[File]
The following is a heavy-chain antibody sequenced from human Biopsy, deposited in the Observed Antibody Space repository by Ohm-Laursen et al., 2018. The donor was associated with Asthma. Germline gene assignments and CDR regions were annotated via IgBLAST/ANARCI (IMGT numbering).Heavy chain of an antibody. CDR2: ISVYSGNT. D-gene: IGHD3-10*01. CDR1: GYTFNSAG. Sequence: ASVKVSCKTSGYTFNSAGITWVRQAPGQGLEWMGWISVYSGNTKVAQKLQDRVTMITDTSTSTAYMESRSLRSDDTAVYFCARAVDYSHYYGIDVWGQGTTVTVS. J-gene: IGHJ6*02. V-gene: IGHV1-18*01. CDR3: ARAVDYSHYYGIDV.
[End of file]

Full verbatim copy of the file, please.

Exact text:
The following is a heavy-chain antibody sequenced from human Biopsy, deposited in the Observed Antibody Space repository by Ohm-Laursen et al., 2018. The donor was associated with Asthma. Germline gene assignments and CDR regions were annotated via IgBLAST/ANARCI (IMGT numbering).Heavy chain of an antibody. CDR2: ISVYSGNT. D-gene: IGHD3-10*01. CDR1: GYTFNSAG. Sequence: ASVKVSCKTSGYTFNSAGITWVRQAPGQGLEWMGWISVYSGNTKVAQKLQDRVTMITDTSTSTAYMESRSLRSDDTAVYFCARAVDYSHYYGIDVWGQGTTVTVS. J-gene: IGHJ6*02. V-gene: IGHV1-18*01. CDR3: ARAVDYSHYYGIDV.